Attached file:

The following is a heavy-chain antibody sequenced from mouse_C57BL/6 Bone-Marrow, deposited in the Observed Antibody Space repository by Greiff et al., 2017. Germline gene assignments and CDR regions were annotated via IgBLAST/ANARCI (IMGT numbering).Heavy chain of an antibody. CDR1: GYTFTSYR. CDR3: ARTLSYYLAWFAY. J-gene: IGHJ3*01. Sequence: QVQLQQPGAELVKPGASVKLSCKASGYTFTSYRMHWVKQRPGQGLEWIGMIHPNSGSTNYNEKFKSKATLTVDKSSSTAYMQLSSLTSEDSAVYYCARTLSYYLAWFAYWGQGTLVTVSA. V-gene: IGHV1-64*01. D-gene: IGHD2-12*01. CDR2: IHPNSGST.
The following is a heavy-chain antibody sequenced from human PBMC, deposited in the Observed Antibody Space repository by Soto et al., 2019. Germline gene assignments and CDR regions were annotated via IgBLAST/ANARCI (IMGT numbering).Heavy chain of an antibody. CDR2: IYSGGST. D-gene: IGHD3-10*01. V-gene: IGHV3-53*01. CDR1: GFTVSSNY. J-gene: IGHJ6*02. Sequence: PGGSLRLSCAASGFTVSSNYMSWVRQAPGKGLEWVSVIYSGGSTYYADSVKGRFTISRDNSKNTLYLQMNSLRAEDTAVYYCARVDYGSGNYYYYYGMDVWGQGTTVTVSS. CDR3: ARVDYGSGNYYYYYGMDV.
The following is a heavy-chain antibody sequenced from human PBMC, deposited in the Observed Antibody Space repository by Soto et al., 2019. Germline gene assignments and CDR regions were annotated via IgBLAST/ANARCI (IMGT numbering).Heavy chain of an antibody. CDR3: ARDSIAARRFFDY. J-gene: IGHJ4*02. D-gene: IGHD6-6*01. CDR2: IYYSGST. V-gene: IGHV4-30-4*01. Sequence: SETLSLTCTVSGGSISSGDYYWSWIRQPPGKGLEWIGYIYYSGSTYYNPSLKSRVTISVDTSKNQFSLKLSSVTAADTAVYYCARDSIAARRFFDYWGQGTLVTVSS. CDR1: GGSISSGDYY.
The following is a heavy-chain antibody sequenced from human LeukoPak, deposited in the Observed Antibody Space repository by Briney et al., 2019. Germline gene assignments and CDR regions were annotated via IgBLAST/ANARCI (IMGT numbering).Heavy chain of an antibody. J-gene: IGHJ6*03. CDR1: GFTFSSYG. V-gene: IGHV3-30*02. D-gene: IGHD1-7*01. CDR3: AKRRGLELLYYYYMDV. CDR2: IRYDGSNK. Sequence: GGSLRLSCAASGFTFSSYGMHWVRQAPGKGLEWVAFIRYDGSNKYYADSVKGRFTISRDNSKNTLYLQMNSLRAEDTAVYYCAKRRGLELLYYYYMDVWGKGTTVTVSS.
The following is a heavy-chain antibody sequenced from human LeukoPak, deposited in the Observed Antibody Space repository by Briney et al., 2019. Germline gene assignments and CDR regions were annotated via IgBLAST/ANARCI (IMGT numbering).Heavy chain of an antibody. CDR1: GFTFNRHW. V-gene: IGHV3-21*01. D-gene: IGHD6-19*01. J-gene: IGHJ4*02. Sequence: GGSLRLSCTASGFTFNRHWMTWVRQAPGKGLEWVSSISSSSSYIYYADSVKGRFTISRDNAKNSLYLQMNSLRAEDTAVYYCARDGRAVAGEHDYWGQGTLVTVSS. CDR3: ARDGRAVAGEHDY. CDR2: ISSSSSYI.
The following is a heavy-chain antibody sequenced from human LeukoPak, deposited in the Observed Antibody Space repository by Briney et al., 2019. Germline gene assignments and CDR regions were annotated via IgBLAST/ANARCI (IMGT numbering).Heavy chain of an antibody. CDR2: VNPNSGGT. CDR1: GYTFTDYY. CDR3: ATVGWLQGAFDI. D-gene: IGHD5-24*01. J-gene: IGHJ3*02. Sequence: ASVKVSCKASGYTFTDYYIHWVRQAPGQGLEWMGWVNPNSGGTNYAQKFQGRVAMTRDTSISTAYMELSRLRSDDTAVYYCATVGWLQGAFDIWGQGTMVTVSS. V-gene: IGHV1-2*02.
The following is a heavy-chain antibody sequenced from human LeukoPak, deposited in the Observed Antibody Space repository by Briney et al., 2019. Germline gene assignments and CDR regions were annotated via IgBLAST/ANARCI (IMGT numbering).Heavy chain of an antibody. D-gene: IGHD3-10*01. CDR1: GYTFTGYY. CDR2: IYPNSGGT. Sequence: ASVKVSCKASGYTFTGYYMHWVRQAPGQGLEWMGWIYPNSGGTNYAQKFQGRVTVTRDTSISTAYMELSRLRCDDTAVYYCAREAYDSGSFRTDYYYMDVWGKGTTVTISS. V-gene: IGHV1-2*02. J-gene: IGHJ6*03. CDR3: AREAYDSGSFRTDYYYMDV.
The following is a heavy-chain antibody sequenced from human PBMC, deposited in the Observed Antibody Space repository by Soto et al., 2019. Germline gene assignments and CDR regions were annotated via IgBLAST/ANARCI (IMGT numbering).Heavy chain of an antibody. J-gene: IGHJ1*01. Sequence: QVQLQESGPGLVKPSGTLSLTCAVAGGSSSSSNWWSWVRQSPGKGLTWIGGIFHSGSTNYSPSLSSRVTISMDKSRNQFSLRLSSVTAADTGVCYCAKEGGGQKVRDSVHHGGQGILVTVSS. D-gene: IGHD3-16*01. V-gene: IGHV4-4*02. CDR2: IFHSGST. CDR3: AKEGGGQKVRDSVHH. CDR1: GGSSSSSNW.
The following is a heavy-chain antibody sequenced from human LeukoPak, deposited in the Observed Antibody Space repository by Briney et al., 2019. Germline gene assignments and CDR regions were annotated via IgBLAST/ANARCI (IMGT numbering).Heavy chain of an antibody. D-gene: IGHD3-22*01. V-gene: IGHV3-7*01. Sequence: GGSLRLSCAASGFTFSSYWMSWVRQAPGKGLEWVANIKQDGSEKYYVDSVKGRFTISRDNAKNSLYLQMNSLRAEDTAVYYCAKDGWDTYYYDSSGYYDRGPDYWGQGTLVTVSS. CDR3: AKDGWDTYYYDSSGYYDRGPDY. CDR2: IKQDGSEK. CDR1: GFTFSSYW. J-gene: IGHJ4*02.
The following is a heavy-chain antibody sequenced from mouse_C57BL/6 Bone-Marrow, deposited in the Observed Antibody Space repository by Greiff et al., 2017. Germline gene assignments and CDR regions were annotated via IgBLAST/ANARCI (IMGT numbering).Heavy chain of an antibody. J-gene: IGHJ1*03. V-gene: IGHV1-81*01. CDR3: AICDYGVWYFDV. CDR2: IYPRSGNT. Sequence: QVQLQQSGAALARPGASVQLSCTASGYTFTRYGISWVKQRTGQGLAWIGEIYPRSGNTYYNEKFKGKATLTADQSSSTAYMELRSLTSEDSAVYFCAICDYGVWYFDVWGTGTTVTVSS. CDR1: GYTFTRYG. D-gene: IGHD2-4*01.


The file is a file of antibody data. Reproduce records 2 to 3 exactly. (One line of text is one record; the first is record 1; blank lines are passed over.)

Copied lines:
The following is a heavy-chain antibody sequenced from human PBMC, deposited in the Observed Antibody Space repository by Soto et al., 2019. Germline gene assignments and CDR regions were annotated via IgBLAST/ANARCI (IMGT numbering).Heavy chain of an antibody. CDR2: IYSGGST. D-gene: IGHD3-10*01. V-gene: IGHV3-53*01. CDR1: GFTVSSNY. J-gene: IGHJ6*02. Sequence: PGGSLRLSCAASGFTVSSNYMSWVRQAPGKGLEWVSVIYSGGSTYYADSVKGRFTISRDNSKNTLYLQMNSLRAEDTAVYYCARVDYGSGNYYYYYGMDVWGQGTTVTVSS. CDR3: ARVDYGSGNYYYYYGMDV.
The following is a heavy-chain antibody sequenced from human PBMC, deposited in the Observed Antibody Space repository by Soto et al., 2019. Germline gene assignments and CDR regions were annotated via IgBLAST/ANARCI (IMGT numbering).Heavy chain of an antibody. CDR3: ARDSIAARRFFDY. J-gene: IGHJ4*02. D-gene: IGHD6-6*01. CDR2: IYYSGST. V-gene: IGHV4-30-4*01. Sequence: SETLSLTCTVSGGSISSGDYYWSWIRQPPGKGLEWIGYIYYSGSTYYNPSLKSRVTISVDTSKNQFSLKLSSVTAADTAVYYCARDSIAARRFFDYWGQGTLVTVSS. CDR1: GGSISSGDYY.